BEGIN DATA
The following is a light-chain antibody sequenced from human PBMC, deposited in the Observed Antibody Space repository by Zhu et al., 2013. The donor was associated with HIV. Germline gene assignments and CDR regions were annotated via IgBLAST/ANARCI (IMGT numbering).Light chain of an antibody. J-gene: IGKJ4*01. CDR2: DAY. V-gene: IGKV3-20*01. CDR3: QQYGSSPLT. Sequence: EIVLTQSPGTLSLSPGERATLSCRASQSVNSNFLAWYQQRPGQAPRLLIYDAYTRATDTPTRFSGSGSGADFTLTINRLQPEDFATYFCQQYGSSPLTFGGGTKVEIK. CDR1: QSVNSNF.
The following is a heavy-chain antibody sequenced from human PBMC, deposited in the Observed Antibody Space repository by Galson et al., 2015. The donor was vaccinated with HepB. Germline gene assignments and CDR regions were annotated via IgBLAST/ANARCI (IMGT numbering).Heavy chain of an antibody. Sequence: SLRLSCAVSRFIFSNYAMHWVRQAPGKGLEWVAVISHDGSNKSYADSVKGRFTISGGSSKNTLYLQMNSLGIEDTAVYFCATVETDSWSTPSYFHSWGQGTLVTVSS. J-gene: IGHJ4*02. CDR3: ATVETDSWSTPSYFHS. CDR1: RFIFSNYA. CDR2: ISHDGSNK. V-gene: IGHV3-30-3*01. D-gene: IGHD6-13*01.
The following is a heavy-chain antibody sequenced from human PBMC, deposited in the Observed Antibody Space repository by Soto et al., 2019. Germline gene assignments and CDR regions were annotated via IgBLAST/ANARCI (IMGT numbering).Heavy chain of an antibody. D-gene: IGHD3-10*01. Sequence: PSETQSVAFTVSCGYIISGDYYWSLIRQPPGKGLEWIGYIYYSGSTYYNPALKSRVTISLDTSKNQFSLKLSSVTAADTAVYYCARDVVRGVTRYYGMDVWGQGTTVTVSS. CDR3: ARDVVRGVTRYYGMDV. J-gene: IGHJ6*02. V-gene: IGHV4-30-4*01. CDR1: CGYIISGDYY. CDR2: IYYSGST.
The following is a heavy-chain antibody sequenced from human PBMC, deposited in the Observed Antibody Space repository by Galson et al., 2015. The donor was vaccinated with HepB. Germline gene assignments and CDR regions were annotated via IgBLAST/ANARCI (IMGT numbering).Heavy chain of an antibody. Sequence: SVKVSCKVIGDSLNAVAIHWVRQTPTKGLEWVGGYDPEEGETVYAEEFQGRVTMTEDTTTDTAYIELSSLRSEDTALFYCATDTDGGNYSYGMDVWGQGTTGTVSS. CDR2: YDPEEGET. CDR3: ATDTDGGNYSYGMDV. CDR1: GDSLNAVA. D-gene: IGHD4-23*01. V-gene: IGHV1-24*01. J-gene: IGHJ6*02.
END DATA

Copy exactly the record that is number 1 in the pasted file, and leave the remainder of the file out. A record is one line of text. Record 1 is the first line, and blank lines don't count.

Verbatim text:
The following is a light-chain antibody sequenced from human PBMC, deposited in the Observed Antibody Space repository by Zhu et al., 2013. The donor was associated with HIV. Germline gene assignments and CDR regions were annotated via IgBLAST/ANARCI (IMGT numbering).Light chain of an antibody. J-gene: IGKJ4*01. CDR2: DAY. V-gene: IGKV3-20*01. CDR3: QQYGSSPLT. Sequence: EIVLTQSPGTLSLSPGERATLSCRASQSVNSNFLAWYQQRPGQAPRLLIYDAYTRATDTPTRFSGSGSGADFTLTINRLQPEDFATYFCQQYGSSPLTFGGGTKVEIK. CDR1: QSVNSNF.